SIOUX FALLS, S.D. (KELO) — Kids Inc. in Sioux Falls provides after school care at the 22 traditional elementary schools. Demand is so high for the program, most schools have waiting lists. Unfortunately, Kids Inc. and many other child care providers are struggling to find workers which limits the number of families who can access the care.
Brad Kennett’s daughters have gone to Kids Inc. the past six years. The Washington High School Business Teacher loves the program and even promotes it to his teenage students.
“I’ve had many of my high school students that work for Kids Inc. and have loved the experience. Normally that’s the one place I recommend right away when a student is looking for employment. Have students still that, three years later after graduating, still work for Kids Inc.,” Kennett said.
Nationally, teenagers participated in the workforce at a nearly 34-percent rate in 2016 according the Bureau of Labor Statistics. That’s down from 52-percent in 2000.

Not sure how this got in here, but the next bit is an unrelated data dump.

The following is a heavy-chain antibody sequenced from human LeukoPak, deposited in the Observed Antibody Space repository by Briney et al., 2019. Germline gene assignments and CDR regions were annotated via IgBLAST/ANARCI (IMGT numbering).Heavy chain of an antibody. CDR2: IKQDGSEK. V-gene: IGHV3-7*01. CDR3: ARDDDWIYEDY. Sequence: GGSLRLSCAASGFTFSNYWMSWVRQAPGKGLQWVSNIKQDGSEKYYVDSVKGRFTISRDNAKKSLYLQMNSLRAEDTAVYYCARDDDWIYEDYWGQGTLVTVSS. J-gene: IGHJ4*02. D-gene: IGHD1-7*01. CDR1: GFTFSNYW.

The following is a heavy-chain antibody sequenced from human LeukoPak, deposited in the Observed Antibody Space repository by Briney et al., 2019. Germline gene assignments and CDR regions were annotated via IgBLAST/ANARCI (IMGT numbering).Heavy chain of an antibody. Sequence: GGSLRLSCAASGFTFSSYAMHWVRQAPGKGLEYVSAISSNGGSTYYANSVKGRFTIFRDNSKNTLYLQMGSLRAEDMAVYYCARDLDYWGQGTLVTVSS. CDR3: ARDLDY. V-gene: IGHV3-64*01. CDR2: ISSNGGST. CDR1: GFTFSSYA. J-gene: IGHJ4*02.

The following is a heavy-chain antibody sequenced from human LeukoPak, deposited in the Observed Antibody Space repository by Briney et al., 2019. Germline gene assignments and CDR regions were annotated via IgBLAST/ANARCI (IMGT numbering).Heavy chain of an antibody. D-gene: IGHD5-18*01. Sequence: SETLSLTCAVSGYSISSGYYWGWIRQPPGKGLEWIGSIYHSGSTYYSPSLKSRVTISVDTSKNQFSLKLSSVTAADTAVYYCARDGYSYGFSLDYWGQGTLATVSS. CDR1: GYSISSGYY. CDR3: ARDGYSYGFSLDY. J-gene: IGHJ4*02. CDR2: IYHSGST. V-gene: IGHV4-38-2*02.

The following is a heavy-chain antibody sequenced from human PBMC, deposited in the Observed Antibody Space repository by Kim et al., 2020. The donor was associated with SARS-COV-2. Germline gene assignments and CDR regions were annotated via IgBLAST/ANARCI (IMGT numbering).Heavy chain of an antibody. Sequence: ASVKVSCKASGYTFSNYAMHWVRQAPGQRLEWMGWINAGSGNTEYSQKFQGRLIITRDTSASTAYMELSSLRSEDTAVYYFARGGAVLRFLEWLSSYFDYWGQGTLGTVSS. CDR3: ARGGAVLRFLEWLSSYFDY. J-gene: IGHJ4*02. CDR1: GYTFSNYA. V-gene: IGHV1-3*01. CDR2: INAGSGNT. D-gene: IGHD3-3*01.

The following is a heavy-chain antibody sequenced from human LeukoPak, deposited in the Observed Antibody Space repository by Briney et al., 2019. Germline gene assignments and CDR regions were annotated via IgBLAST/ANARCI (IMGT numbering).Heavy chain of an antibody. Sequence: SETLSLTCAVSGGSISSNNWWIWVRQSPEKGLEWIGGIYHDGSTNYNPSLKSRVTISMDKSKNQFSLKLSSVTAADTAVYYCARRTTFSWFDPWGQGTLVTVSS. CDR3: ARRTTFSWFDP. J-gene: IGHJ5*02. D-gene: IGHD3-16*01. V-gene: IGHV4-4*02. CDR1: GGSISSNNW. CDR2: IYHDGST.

“It’s different from when I was in school, I think they’re just so involved. Which is perfect. I know here at Washington, we have over 70 different activities they can be involved in,” Kennett said.
While that’s good for those teenagers’ student performance, it’s leaving organizations like Kids Inc. with a workforce shortage.
“They just have to be 16 years old, they could be an extra hand at a site,” Kids Inc. Program Manager Jodi Miller said.
Teenagers are just one of the groups program manager Jodi Miller is targeting for recruitment. If she can’t increase her staff, enrollment in after school care will have to be cut back in Sioux Falls.
“Our helper positions are minimum wage but in South Dakota that’s $9.10 an hour. Our lead helper positions start at $12.40 an hour up to our site directors are starting at over $18 an hour with benefits,” Miller said.
More education is needed for some of the higher positions. Those are jobs college-age students could fill.
“What we need is people that are passionate about making a difference with kids and people that want to be there every day,” Miller said.
That’s why Miller and Kids Inc. are starting a full-on campaign to create awareness.
Miller says at any given time throughout the year, Kids Inc. has more than a dozen openings. In Wednesday’s Eye on KELOLAND we’ll show you what other groups of people the organization is trying to recruit and why child care providers are calling the current situation a crisis.